Overcoming Doubt by Trusting God rather than Ourselves.
Read Proverbs 3:1-8
“Do not be wise in your own eyes: fear the Lord and turn away from evil.”
The most challenging task to perform is to relinquish our self-control and blindly trust someone else. It is one thing to trust someone to help me up when I fall; it is quite another to stand on a chair, close my eyes, and then fall backward, trusting that the people behind me will catch me. We want to be in control, and we want to be masters of our destiny. Tragically this is also true in our relationship with God.
Proverbs is part of the wisdom literature in which the writers seek to give us practical guidelines on how to live in line with God’s establish moral order. For the sage, the focus was not on the theoretical discussions of theology but the practical application of our theology in daily life. To be wise was not merely to know how to make good decisions but to make decisions that place us within the parameters of God’s moral law. Thus the starting point of wisdom was the fear of the Lord (1:7). Without the fear of the Lord, one’s ability to discern what is wise is inherently flawed and will inevitably lead one to the realm of folly.
In 3:5-7, the psalmist then draws the practical application. The wisdom that begins with human reason, even our reason, is flawed because of the sinful nature and will ultimately lead us astray. Sin not only corrupts our actions, but it also corrupts our thoughts. Thus we cannot put any confidence in our own ability to discern what is right. Instead, we are to base our moral decisions upon the character and revelation of God. Only God and his word can give us the clarity to think rightly.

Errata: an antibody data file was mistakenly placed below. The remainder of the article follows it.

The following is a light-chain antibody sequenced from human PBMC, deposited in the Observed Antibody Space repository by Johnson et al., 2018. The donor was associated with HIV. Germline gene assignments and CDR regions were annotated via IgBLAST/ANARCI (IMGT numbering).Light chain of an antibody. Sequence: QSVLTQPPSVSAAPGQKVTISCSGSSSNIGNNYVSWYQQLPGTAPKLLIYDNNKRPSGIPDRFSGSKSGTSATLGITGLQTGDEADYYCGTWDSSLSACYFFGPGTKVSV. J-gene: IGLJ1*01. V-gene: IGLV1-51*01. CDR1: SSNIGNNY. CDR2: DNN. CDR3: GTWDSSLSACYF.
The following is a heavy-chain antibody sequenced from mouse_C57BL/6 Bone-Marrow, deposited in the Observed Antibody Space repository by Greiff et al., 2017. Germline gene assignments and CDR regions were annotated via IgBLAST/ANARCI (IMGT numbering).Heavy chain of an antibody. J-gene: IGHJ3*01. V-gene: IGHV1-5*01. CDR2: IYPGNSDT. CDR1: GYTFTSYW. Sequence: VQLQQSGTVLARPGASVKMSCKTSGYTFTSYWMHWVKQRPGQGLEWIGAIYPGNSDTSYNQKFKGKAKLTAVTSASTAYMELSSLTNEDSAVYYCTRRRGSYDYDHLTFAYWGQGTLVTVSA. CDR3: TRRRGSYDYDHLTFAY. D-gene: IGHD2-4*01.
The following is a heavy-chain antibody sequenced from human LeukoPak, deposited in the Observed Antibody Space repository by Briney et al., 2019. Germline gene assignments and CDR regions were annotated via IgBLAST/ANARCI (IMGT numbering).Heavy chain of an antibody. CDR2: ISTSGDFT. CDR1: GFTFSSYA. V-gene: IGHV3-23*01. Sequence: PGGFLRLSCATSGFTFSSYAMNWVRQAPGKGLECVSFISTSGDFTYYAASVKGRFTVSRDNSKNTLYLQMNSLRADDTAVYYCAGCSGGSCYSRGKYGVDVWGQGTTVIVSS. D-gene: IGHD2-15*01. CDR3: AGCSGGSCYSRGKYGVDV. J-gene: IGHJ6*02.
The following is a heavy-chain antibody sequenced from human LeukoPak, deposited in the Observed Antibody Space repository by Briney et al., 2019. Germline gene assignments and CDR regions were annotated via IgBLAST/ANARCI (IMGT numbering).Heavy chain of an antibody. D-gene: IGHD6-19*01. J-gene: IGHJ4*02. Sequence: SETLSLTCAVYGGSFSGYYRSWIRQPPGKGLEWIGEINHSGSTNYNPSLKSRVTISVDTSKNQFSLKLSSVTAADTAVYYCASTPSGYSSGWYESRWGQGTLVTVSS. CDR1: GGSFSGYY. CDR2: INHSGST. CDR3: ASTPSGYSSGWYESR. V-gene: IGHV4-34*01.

The reason we struggle with doubts is not that God is not clear; it is because God’s word conflicts with our thoughts. As God reminds us in Isaiah 55:8-9, “For my thoughts are not your thoughts, nor are your ways My ways,” says the Lord. “For as the heavens are higher than the earth, So are My ways higher than your ways, and My thoughts than your thoughts.” At the heart of faith is the recognition that God is infinitely wiser than us, that only he is omniscient, so instead of trusting in ourselves, we must learn to trust in God. The ultimate question we must ask is not, “What do I think about...” but “What does God say about…”. We need to come to realize that “The foolishness of God is wiser than men, and the weakness of God is stronger than men” (1 Corinthians 1:25). Only when this becomes the focus will we discover true wisdom, and will we no longer be plagued by doubt but governed by faith. If we seek to alleviate all doubts by human reason, we never will. Only when we surrender our thoughts, actions, and values to God will we truly discover the confidence of faith.